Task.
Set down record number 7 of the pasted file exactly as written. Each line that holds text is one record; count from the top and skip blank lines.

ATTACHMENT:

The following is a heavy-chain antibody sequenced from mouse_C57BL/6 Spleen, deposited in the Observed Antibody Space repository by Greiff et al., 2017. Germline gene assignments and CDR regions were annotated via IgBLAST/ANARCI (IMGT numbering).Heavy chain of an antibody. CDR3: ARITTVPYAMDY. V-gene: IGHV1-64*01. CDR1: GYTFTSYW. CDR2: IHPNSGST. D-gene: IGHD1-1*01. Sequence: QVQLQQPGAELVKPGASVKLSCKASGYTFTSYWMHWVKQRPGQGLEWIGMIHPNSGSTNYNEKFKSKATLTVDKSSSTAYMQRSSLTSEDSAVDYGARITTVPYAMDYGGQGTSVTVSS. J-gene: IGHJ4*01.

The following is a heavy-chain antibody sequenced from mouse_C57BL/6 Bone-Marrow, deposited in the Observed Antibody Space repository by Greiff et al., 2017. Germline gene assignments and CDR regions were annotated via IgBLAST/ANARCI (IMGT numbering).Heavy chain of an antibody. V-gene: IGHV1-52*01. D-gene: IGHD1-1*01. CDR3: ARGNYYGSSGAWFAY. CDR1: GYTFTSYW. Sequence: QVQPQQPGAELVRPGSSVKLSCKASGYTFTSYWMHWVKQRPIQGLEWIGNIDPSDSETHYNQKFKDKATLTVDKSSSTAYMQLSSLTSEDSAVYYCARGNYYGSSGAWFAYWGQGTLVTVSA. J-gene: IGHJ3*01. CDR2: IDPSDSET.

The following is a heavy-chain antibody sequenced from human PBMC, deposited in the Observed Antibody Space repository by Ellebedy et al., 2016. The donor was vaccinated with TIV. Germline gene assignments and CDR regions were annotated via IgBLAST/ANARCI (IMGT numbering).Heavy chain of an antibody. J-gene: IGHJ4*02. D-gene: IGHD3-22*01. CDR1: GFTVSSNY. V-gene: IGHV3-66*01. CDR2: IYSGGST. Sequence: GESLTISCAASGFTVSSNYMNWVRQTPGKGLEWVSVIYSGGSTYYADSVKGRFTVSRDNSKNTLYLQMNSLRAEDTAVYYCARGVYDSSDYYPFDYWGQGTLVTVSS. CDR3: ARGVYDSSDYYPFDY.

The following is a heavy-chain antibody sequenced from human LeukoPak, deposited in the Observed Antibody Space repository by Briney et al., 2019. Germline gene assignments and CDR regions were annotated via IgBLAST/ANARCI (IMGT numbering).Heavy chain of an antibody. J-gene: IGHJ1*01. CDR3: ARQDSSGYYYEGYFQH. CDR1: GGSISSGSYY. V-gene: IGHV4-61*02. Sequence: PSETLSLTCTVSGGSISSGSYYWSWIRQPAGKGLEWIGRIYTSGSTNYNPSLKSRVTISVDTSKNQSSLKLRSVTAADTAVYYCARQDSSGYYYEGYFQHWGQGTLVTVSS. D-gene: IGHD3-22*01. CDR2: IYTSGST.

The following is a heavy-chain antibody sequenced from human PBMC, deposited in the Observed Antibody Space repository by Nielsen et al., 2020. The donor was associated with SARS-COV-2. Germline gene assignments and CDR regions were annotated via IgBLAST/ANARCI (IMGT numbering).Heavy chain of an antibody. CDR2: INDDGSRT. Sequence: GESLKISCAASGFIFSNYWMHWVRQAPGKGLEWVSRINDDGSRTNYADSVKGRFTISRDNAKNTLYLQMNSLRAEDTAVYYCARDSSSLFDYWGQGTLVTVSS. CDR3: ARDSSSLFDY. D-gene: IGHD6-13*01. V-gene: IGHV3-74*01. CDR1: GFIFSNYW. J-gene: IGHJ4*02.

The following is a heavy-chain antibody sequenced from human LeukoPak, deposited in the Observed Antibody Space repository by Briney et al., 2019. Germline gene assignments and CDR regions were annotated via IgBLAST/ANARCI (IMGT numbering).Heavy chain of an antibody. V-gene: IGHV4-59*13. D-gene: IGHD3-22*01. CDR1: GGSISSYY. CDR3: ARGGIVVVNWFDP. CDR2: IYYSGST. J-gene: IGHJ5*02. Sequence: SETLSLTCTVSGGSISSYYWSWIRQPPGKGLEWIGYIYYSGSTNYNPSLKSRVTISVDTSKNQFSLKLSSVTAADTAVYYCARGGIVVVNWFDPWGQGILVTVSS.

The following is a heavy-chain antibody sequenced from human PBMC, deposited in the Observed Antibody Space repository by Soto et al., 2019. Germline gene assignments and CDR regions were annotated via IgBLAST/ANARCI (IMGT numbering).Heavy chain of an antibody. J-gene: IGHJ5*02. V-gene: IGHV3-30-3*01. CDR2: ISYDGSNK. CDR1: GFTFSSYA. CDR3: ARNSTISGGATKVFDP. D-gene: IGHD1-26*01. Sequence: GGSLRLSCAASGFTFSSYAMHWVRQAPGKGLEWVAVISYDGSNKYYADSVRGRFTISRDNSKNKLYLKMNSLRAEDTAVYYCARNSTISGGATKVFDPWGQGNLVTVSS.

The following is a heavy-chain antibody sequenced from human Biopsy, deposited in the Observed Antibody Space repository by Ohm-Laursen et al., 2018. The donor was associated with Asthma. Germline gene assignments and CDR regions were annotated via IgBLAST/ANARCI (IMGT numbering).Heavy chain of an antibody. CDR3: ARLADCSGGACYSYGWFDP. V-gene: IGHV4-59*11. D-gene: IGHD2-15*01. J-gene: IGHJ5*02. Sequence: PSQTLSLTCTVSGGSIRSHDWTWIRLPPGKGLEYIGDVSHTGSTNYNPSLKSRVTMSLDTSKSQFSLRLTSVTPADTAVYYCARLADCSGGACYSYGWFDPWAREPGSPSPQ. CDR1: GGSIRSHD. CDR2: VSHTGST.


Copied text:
The following is a heavy-chain antibody sequenced from human PBMC, deposited in the Observed Antibody Space repository by Soto et al., 2019. Germline gene assignments and CDR regions were annotated via IgBLAST/ANARCI (IMGT numbering).Heavy chain of an antibody. J-gene: IGHJ5*02. V-gene: IGHV3-30-3*01. CDR2: ISYDGSNK. CDR1: GFTFSSYA. CDR3: ARNSTISGGATKVFDP. D-gene: IGHD1-26*01. Sequence: GGSLRLSCAASGFTFSSYAMHWVRQAPGKGLEWVAVISYDGSNKYYADSVRGRFTISRDNSKNKLYLKMNSLRAEDTAVYYCARNSTISGGATKVFDPWGQGNLVTVSS.